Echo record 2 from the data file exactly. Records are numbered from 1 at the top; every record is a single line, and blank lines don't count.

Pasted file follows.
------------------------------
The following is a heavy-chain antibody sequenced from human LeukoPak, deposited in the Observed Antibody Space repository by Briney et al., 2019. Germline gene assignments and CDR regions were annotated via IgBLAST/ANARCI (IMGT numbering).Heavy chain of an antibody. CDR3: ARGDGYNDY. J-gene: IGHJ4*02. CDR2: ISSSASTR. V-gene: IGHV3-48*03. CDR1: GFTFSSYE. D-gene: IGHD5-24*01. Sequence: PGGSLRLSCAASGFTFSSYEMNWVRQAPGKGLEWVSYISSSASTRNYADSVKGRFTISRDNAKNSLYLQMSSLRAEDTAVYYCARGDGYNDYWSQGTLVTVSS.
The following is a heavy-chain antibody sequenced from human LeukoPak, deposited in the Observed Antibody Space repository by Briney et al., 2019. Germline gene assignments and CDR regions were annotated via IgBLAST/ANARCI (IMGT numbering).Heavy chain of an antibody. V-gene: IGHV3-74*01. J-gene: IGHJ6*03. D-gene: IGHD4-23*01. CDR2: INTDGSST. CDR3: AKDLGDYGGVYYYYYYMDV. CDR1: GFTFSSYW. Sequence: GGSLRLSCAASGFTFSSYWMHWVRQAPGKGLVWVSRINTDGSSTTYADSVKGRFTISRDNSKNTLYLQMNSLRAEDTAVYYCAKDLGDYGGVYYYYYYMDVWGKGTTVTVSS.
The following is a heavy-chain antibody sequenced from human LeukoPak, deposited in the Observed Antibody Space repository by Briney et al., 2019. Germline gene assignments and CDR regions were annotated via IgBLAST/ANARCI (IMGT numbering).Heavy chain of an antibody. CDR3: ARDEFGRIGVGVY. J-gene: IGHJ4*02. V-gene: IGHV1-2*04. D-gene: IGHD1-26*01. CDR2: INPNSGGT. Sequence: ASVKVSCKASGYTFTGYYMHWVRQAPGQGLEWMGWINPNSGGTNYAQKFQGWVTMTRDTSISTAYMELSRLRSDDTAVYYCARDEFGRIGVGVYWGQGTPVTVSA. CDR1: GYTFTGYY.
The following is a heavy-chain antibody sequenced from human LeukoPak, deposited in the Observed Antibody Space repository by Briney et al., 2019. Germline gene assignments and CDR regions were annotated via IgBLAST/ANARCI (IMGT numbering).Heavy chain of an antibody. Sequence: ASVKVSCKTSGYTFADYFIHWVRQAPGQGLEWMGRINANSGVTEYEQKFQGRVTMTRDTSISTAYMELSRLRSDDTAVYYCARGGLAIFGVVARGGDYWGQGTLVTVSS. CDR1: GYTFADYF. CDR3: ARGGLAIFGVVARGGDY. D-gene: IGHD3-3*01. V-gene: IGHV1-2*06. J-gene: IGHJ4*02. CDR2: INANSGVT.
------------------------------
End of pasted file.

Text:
The following is a heavy-chain antibody sequenced from human LeukoPak, deposited in the Observed Antibody Space repository by Briney et al., 2019. Germline gene assignments and CDR regions were annotated via IgBLAST/ANARCI (IMGT numbering).Heavy chain of an antibody. V-gene: IGHV3-74*01. J-gene: IGHJ6*03. D-gene: IGHD4-23*01. CDR2: INTDGSST. CDR3: AKDLGDYGGVYYYYYYMDV. CDR1: GFTFSSYW. Sequence: GGSLRLSCAASGFTFSSYWMHWVRQAPGKGLVWVSRINTDGSSTTYADSVKGRFTISRDNSKNTLYLQMNSLRAEDTAVYYCAKDLGDYGGVYYYYYYMDVWGKGTTVTVSS.